2. All core unit standards are compulsory. (56 credits)

Rules regarding Electives
Elective unit standards totalling a minimum of 27 credits needs to be completed. 
EXIT LEVEL OUTCOMES 
1. Demonstrate an understanding of applying Graphical User Interface (GUI)-based Word Processing Application skills in the Workplace.

2. Demonstrate an understanding of applying Graphical User Interface (GUI)-based Presentation Application skills in the Workplace.

3. Demonstrate an understanding of applying GUI-based Spreadsheet Application skills in the Workplace.

4. Demonstrate an understanding of applying GUI-based Electronic Mail Application skills in the Workplace.

5. Demonstrate an understanding of applying GUI-based Web Browser Application skills in the Workplace.

6. Improve Communication by combining communication skills with End User Computing skills.

7. Improve the application of mathematical literacy in the workplace, by better utilising End User Computing Applications.

8. Demonstrate an understanding of the use of Information Communications & Technology (ICT) in an organisation & the impact it has on societies.

In addition to the above, unit standards will be utilised to provide depth of specification of the outcomes ranges and the assessment criteria and processes. 
ASSOCIATED ASSESSMENT CRITERIA 
1. The ability to apply word processing skills in a GUI-based application, is demonstrated by being able to do the following:Create, edit and format documentsEnhance document appearance and to create merged documents

2. The ability to apply presentation skills in a GUI-based application, is demonstrated by being able to do the following:Create and edit slide presentationsProduce a presentation for a specific purposeEnhance the appearance of a presentation

3. The ability to apply spreadsheet skills in a GUI-based application, is demonstrated by being able to do the following:Create and edit spreadsheetsSolve a given problem by using a spreadsheetEnhance the functionality of a spreadsheet & apply graphs/charts

4. The ability to apply electronic mail (email) skills in a GUI-based application, is demonstrated by being able to do the following:Send & receive E-mail messagesEnhance, edit & organise E-mail messages


5. The ability to apply Web Browser skills in a GUI-based application, is demonstrated by being able to use a web-browser to search and use information from the internet.

6. Improved Communication is demonstrated by combining End User Computing skills with fundamental communicating skills when communicating to others.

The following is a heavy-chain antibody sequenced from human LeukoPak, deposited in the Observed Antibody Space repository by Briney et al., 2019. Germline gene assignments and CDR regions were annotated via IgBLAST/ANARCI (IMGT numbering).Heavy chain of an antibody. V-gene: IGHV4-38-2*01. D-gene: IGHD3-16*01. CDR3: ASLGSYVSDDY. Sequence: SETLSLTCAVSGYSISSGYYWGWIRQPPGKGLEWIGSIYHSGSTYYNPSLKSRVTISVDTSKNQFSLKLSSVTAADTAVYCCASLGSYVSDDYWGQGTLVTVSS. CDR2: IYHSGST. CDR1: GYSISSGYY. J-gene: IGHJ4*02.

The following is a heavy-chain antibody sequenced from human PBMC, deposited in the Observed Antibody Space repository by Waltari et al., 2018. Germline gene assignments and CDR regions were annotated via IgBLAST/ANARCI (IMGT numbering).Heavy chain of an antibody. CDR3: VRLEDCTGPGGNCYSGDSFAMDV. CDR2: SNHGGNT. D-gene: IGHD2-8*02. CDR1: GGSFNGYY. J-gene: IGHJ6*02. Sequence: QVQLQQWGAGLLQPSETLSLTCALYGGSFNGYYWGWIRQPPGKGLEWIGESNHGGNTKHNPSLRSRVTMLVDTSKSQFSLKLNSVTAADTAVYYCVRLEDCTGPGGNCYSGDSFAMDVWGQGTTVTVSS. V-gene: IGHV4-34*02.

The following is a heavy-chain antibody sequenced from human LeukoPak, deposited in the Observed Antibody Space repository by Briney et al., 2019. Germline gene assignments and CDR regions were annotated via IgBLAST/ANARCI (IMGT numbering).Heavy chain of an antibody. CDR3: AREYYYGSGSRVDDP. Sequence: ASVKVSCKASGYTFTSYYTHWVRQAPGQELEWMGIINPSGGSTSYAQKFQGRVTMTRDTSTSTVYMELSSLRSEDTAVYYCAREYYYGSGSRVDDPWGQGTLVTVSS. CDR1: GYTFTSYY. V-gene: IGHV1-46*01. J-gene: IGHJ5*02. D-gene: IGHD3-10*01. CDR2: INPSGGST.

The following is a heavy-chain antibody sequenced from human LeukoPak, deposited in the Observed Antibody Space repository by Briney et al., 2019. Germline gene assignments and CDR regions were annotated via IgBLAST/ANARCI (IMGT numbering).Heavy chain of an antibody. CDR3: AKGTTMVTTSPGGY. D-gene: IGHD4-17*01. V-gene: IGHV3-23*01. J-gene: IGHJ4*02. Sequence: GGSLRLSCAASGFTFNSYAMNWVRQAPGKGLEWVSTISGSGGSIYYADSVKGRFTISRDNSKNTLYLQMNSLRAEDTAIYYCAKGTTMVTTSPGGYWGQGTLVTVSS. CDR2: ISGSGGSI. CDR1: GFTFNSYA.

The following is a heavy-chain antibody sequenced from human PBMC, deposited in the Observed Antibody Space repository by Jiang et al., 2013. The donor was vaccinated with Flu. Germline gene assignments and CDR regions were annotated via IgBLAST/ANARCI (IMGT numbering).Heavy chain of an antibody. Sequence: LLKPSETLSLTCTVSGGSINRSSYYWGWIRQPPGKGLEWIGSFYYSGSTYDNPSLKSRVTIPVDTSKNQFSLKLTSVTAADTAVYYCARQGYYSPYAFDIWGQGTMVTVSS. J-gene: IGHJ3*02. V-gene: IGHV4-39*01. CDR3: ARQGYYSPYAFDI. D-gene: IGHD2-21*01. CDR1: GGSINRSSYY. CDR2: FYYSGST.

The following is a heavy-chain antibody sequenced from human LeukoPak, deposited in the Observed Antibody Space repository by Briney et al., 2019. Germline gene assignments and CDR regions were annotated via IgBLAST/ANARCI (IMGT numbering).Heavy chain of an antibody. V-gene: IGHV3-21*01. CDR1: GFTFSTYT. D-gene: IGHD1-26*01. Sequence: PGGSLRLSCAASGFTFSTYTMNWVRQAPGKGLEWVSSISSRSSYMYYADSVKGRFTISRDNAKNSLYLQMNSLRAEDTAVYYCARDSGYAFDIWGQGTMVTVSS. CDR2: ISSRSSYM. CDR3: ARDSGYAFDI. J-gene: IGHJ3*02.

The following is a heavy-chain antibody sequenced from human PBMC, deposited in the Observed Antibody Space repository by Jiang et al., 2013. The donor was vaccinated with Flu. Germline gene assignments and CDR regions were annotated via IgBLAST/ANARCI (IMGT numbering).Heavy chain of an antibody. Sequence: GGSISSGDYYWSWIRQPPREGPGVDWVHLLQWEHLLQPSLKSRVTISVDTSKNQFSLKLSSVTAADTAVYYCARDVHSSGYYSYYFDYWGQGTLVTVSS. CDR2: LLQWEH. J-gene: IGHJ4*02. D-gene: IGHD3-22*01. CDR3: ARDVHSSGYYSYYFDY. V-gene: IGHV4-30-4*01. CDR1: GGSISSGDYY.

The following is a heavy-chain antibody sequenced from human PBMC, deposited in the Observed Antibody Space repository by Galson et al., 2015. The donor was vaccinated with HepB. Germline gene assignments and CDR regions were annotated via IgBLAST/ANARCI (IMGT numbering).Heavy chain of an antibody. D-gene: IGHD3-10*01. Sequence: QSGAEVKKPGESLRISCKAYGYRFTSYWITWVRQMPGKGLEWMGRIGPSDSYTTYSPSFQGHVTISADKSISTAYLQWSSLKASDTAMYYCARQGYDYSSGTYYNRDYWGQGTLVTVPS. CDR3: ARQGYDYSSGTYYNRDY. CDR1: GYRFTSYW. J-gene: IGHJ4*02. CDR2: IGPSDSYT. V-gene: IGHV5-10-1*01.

7. Demonstrate an improvement of mathematical literacy by utilising End User Computing applications to solve various aspects of personal life and in areas of business.

8. An understanding of impact of ICT and its use in an organisation is demonstrated by explaining its use and impact related to business and societies.


Furthermore, the assessment process should also cover the following generic components:Measure the quality of the observed practical performance as well as the theory and underlying knowledge;Use methods that are varied to allow the learner to display thinking and decision making in the demonstration of practical performance;Maintain a balance between practical performance and theoretical assessment methods to ensure each is measured in accordance with the level of the qualification; andEnsure that the relationship between practice and theory is not fixed but varies according to the outcomes being assessed.


Assessment of Critical Cross-field Outcomes

All critical cross-field outcomes are represented in this qualification. Each unit standard clearly outlines how the critical cross-field outcomes have been addressed. This is further summarised in the exit level outcomes of the qualification.
We have designed the exit level outcomes to facilitate the combining of the end user computing standards with the fundamental standards, to enhance the personal competencies, which is extended to support the critical cross-field outcomes.

To ensure applicability of Fundamental and Critical Cross-field Outcomes, this should be assessed as part of Core and Elective unit standard assessments.


Integrated Assessment

Development of the competencies may be achieved through a combination of formal and informal learning, self-learning, training programmes and work-based application.

Providers should conduct diagnostic and formative assessment. Formative, continuous and diagnostic assessments should also take place in the work place, if applicable. The learner should also be able to assess him or herself and determine readiness for a summative assessment against this qualification.

During integrated assessments the assessor should make use of formative and summative assessment methods and should assess combinations of practical, applied, foundational and reflexive competencies.

To ensure the principles of assessment of fairness, validity, reliability and practicability are upheld, a combination of the assessment methods of observation, product evaluation and questioning should be used, by applying the appropriate assessment tools (as described in the SAQA criteria and guidelines for assessment). 
INTERNATIONAL COMPARABILITY 
This qualification and unit standards have been evaluated against, and are comparable to core knowledge and specialised knowledge elements found in the following International Qualifications Frameworks:New Zealand NQF,Australian NQF,British NVQs.

Furthermore input to the development of the qualification has been benchmarked against International sources, where the outcomes and assessment criteria, degree of difficulty and notional learning time has been compared, as described below.